4. You can address allergies and sensitivities

I have a daughter with nut allergies and a sensitivity to lactose. She has a hair-trigger with peanut butter: when it touches her tongue, whatever is in her stomach immediately comes up and out. If she eats more than a few bits of cheese or drinks milk we know that within a couple of hours – when the bacteria in her large intestine start feasting on undigested lactose – she will be swollen and hurting. We are able to control all of this by cooking and eating at home. It’s not always convenient but neither is cleaning up vomit.

5. It can save money

There is a continuous battle about whether or not healthy eating costs more or less than providing the average American diet. In this case, it’s essential to look at what is being purchased. In our home, we eat lots of rice and throw in a lot of vegetables. We go two or three days a week without meat. We skimp on chips and snacks and no one drinks soda. When we do buy meat, though, it’s high quality and often more expensive. We love fish and buy fresh cuts of cold water fish. My guess is that we spend a little less than the average American family with kids. But we are both willing to spend a little more for a more healthy diet. Even for fish and expensive meats, though, I find that by eating less at one sitting and spreading that pound sized fillet over a couple of nights you can extend your expense.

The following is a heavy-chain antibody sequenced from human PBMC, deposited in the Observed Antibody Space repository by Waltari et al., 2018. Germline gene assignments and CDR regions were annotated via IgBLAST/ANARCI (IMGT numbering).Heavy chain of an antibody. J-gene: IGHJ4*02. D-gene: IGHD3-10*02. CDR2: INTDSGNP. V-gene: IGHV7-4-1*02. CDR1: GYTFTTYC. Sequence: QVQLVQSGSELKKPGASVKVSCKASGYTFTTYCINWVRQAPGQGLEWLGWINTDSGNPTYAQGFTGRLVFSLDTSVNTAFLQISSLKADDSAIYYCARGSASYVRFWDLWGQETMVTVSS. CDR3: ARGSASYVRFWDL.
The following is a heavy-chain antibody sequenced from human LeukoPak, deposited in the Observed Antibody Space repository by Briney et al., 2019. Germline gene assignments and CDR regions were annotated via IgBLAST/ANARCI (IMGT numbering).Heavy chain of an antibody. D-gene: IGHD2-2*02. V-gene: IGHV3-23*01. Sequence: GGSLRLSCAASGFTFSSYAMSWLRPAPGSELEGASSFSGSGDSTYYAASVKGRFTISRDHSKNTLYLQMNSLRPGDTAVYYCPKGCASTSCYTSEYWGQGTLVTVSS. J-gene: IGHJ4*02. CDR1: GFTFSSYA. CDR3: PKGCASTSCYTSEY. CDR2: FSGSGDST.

And benefits that are a little less tangible…

6. It’s easy and less expensive to try new things.

How many times have you been out to eat and passed on trying something different because if you don’t like it you will be hungry and poor? So try it at home. Substitute parsnips for carrots. We’ve learned to love mashed sweet potatoes. Give quinoa a try (it’s great.) One piece of advice I found somewhere was that I can cut sugars in half when cooking and still get the sweetness I expect. So when I make deserts they can at least be a little more healthy.

Cooking at home

The family has changed but the value of home cooking hasn’t.

7. Family time

Remember that intangibles are as important for health as more obvious choices. Include the family in cooking and in eating together. My girls love to help and the mess and clean-up is worth the time together. Take time to teach the family what healthy food looks like. Get them on board. If you are older, like me, then help the kids recognize early how important health is so they don’t have to start over when they are your age.

8. But be careful…

Cooking at home – while healthier in almost every aspect – is not carte blanche permission to gorge on healthy chocolate chip cookies. This is a trap that I willingly fall into thinking that since I just ran five miles, and, well, those cookies are made with honey instead of sugar, so certainly a handful won’t hurt… Yes, they might be healthier than store-bought cookies moderation is still the key.

Cheers!


While you’re at it, here are 9 keys to healthy eating.
Read here about why diet advice is so confusing.